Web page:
When A Brand Becomes Too Successful

Friday, June 01, 2012


Aspirin, zipper, thermos, yo-yo -- even heroin was once a registered trademark. Today, they're generic product categories. Could the same happen to Google? It's already a recognized verb. Bob speaks with University of Michigan Law Professor Jessica Litman who says that though Google is unlikely to lose its trademark soon, there's a long history of 'genericide.'


New Country Rehab - Ramblin' Man


Jessica Litman

Hosted by:

Bob Garfield

Comments [2]

No one has mentioned this, but is Google's trademark even legal? Does "prior art" apply to trademarks as it does to patents? For example, a poetry professor in the 1970's got a patent (unexamined) for the "process" of coloring printed or displayed words and numbers to provide additional information, and got payoffs from several manufacturers of color text displays, but the application would have been rejected if anyone had produced a red letter Bible (the words of Jesus printed in red).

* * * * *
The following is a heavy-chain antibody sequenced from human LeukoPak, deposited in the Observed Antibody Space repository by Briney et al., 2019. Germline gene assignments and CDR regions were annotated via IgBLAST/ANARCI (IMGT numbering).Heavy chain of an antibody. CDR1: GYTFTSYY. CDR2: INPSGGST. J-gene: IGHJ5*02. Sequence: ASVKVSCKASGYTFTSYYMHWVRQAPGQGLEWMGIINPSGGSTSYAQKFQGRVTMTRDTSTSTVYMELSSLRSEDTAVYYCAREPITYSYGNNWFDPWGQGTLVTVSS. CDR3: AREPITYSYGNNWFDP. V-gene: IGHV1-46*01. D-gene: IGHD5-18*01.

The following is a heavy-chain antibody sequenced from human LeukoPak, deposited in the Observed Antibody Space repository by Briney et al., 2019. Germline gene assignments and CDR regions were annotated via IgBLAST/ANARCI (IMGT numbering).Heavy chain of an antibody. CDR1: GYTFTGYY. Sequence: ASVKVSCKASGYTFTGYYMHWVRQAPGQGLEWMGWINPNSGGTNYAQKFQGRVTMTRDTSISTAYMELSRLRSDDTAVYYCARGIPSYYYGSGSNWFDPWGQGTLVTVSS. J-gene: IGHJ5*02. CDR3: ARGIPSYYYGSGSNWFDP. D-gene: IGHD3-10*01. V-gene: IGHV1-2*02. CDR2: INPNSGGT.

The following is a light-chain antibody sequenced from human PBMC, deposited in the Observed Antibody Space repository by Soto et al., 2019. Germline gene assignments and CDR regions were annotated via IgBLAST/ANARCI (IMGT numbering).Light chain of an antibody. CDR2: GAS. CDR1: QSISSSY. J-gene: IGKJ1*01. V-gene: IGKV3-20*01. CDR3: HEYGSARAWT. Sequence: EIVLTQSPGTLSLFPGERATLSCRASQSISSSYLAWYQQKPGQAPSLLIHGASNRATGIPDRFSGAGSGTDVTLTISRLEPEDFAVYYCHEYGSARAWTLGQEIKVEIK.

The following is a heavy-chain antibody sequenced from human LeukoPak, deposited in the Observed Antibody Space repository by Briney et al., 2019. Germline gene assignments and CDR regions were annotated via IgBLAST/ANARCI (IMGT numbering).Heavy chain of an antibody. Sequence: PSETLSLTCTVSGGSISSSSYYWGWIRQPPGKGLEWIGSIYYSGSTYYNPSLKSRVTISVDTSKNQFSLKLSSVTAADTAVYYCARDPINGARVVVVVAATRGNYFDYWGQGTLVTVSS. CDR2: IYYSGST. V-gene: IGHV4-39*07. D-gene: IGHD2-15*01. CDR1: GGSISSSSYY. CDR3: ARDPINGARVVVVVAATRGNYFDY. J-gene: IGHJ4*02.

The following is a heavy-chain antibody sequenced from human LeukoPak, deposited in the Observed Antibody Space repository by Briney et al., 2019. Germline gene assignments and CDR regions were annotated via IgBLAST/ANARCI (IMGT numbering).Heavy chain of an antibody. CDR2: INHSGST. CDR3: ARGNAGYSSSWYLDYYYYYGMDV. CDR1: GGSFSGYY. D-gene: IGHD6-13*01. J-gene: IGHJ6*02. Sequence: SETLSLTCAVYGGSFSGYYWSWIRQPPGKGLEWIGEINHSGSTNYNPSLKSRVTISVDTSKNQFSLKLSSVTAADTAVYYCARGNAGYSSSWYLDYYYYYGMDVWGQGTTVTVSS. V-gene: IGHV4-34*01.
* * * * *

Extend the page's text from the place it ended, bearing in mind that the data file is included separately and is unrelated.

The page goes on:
Similarly, I remembered a comic strip character from my youth, and Google itself found it: Barney Google, who first appeared 100 years ago in 1912! Does the use of the trademark as a character name (or a common word) before the product was developed invalidate the trademark application? If so, why wasn't this noticed by the PTO, or by anyone before me? I will listen for updates to this story!

Jun. 03 2012 10:39 PM

This has been around a while, but your story reminded me of it: http://www.collegehumor.com/video/5072264/googling-with-bing

Jun. 03 2012 10:07 PM

Leave a Comment

Register for your own account so you can vote on comments, save your favorites, and more. Learn more.
Please stay on topic, be civil, and be brief.
Email addresses are never displayed, but they are required to confirm your comments. Names are displayed with all comments. We reserve the right to edit any comments posted on this site. Please read the Comment Guidelines before posting. By leaving a comment, you agree to New York Public Radio's Privacy Policy and Terms Of Use.